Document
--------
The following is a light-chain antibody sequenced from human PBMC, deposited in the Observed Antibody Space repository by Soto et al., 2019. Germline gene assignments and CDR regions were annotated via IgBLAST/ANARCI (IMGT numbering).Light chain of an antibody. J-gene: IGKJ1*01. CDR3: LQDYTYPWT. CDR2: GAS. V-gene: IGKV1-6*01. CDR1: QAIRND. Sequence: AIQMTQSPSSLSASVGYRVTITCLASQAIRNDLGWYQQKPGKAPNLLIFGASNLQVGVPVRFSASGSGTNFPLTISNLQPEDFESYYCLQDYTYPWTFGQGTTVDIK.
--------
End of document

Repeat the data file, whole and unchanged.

The following is a light-chain antibody sequenced from human PBMC, deposited in the Observed Antibody Space repository by Soto et al., 2019. Germline gene assignments and CDR regions were annotated via IgBLAST/ANARCI (IMGT numbering).Light chain of an antibody. J-gene: IGKJ1*01. CDR3: LQDYTYPWT. CDR2: GAS. V-gene: IGKV1-6*01. CDR1: QAIRND. Sequence: AIQMTQSPSSLSASVGYRVTITCLASQAIRNDLGWYQQKPGKAPNLLIFGASNLQVGVPVRFSASGSGTNFPLTISNLQPEDFESYYCLQDYTYPWTFGQGTTVDIK.